International NGOs in Myanmar reiterate humanitarian obligation to protect civilians in Rakhine
95,000 people in conflict areas can no longer access basic services
(LWI) - The Lutheran World Federation (LWF) has joined international non-governmental organizations (INGOs) renewing calls for protection of civilians amid continuing fighting between two armed sides in Myanmar’s Rakhine province.
“This conflict is causing civilian casualties, displacing communities, and worsening the already precarious humanitarian situation in central and northern Rakhine State,” the INGOs said in a statement issued on 1 April. Reiterating a similar appeal in January, the 16 international organizations “urge all parties to the conflict to ensure the protection of civilians in compliance with international humanitarian law and human rights law.”
They emphasized that newly imposed government restrictions are affecting not only access to five key townships in need of humanitarian and development assistance but also to rural areas. At least 95,000 people in the conflict affected areas can no longer access basic and essential services, they noted.
Health care services, education and access to clean water have all been jeopardized. Livelihood programs, agricultural support and other development efforts have also been suspended, impacting the food security and wellbeing of these communities.
“Health care services, education and access to clean water have all been jeopardized. Livelihood programs, agricultural support and other development efforts have also been suspended, impacting the food security and wellbeing of these communities,” they said.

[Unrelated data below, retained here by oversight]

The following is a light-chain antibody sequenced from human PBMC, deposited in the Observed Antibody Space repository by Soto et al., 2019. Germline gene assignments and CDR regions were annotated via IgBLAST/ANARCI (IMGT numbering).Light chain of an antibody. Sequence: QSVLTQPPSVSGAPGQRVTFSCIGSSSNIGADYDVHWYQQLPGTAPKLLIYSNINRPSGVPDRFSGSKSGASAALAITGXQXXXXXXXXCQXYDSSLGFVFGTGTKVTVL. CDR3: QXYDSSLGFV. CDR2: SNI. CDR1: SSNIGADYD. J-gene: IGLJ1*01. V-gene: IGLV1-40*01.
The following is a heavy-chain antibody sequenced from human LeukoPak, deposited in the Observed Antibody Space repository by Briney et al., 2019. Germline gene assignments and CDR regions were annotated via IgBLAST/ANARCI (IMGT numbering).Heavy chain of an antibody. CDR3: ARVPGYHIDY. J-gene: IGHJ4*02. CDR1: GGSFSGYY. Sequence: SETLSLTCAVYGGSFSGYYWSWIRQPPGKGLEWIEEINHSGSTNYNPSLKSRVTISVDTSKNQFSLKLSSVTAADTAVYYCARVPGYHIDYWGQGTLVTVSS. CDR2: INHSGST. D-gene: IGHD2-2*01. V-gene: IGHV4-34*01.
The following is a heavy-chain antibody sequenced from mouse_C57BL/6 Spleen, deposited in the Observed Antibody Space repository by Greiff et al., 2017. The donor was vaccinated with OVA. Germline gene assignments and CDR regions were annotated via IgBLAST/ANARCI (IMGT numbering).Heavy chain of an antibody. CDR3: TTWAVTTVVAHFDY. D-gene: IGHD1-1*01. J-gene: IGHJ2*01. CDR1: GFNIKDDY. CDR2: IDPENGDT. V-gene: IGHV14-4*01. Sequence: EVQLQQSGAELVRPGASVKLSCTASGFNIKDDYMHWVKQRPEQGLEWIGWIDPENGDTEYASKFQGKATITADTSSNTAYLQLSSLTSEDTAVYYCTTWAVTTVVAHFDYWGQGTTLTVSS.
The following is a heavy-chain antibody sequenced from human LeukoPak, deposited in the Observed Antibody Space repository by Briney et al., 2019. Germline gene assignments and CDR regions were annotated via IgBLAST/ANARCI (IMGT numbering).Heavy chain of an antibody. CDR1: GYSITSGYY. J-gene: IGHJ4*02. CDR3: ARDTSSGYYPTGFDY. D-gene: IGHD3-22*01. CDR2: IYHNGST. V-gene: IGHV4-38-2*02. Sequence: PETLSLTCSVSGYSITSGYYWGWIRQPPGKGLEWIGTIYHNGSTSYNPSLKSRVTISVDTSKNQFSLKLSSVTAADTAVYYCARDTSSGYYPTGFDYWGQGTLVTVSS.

Some emergency assistance for displaced populations continue but significant gaps remain, according to the INGOs. They urged the government to grant local and international organizations “rapid, unfettered and sustained access to all affected populations to independently assess needs and provide comprehensive assistance and protection to all communities in accordance with international humanitarian principles.”
While acknowledging the government’s effort in ensuring the safety of those carrying out development and humanitarian work in the affected areas, the organizations said the security situation in Rakhine warrants a different approach. “A blanket security approach for entire townships deprives populations in need of assistance and basic services,” they added.
LWF began working in Myanmar in 2008, responding to the devastation caused by Cyclone Nargis. The country program currently implements humanitarian and development work centered on displaced populations and host communities. This includes greater access to quality education, water, sanitation and hygiene. Using an approach that strengthens people’s capacity to advocate for their own rights, the LWF also caters to health needs, sustainable livelihood opportunities and other social services, and promotes close collaboration between government agencies and the community. In 2018, the country program assisted over 150,000 people.
The LWF is also present in the country through four member churches.